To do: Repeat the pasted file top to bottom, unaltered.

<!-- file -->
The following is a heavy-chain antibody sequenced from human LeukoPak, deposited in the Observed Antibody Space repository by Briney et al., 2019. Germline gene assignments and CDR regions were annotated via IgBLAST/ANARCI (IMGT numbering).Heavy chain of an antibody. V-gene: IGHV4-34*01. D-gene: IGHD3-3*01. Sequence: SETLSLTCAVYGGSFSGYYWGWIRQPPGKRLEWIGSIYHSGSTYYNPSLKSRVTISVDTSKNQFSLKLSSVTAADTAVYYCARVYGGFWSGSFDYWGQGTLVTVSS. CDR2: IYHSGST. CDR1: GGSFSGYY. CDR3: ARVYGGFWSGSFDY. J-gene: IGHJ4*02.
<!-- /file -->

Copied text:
The following is a heavy-chain antibody sequenced from human LeukoPak, deposited in the Observed Antibody Space repository by Briney et al., 2019. Germline gene assignments and CDR regions were annotated via IgBLAST/ANARCI (IMGT numbering).Heavy chain of an antibody. V-gene: IGHV4-34*01. D-gene: IGHD3-3*01. Sequence: SETLSLTCAVYGGSFSGYYWGWIRQPPGKRLEWIGSIYHSGSTYYNPSLKSRVTISVDTSKNQFSLKLSSVTAADTAVYYCARVYGGFWSGSFDYWGQGTLVTVSS. CDR2: IYHSGST. CDR1: GGSFSGYY. CDR3: ARVYGGFWSGSFDY. J-gene: IGHJ4*02.